“There were signs, even in bus stations, that said, ‘Citizens, speak Turkish!’ ” said Bortnick, who writes articles for Şalom and El Amaneser, among other Ladino publications.
While some Turkish Jews spoke Turkish, they did so with a heavy accent. Assimilation required learning Turkish both at home and at school, said Bali, sowing the seeds of Ladino’s demise in Turkey.
“We were sort of embarrassed to speak Ladino in the street, like our parents did,” said Bortnick, who now lives in Dallas.
In the late 1920s, written Turkish was undergoing its own linguistic changes, switching from Arabic script to a modified Latin alphabet. That, too, had implications for Ladino, Bortnick said. At the time, some parts of the country’s Jewish media were still publishing in Rashi script, a style of Hebrew lettering that was the original written form of Ladino. Now, the last holdouts of the Turkish-Jewish press shifted to the Latin alphabet, too.
In the wake of these cultural and historical events, it is unclear how many Ladino speakers are left. While Bortnick has heard estimates in the range of 100,000 to 150,000 speakers throughout the world, she believes those numbers are optimistic.
“What we do know is that there is nobody in the world today whose only language is Ladino,” she said.
Perhaps as a result, there is renewed interest within academia to study the language, suggesting hope for Ladino not as a spoken tongue, but as a topic of study. Universities from Tufts in the United States to the Sorbonne in Paris offer courses in the language.
“We had students who came from [Japan] to see us,” said Varon, who noted that about 500 of Şalom’s 4,500 subscriptions go to Turkish expats and universities abroad.
Bortnick attributed the attention paid to Ladino among academics to several factors. Young Jews interested in Spanish or Hispanic studies “see a connection to Judaism through Ladino,” she said.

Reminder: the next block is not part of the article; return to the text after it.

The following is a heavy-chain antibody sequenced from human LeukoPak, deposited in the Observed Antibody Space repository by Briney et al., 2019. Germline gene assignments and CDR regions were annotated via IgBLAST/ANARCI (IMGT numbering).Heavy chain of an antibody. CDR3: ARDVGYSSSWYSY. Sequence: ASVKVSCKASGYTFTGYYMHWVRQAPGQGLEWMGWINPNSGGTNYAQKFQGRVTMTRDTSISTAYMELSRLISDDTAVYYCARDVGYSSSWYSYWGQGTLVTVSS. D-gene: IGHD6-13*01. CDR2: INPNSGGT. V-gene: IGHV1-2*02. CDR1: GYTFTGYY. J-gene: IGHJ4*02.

‘It’s not a language only, but the songs, the food — it’s altogether a culture’
The language has importance to linguists and historians studying Spain in particular, offering clues to older forms of Spanish.
“Ladino retained much of medieval Castilian forms that have disappeared from modern Spanish,” she said. For example, she noted that Ladino has a soft “j” (as in “measure”) and hard “v,” “s,” and “z” sounds that modern Spanish lacks.
The efforts to keep Ladino alive extend beyond academia.
“It’s not a language only, but the songs, the food — it’s altogether a culture. We don’t want to lose the culture that came from Spain,” said Varon.
In 1999, Bortnick attended a Ladino conference in Jerusalem, where attendees discussed the potential for computers to aid the standardization of Ladino spelling in the Latin alphabet. Bortnick had just gotten a computer, and decided to put it to good use, starting an online forum for Ladino speakers.
Now, Ladinokomunita, which is hosted by Yahoo!, has more than 1,400 members from 45 countries. Together, they have written more than 45,000 messages, all of which are edited for accuracy. Its membership includes people from “Australia to Sweden to Japan and India, places you wouldn’t think of,” Bortnick said.
The only common language for every member of Ladinokomunita is Ladino. For Bortnick, then, the group — and the Ladino language — does more than just start conversations. It brings together members of the Sephardic community across national boundaries, Jews who would otherwise have no way of communicating.
“For that reason alone, I think the language is worth saving from oblivion,” she said.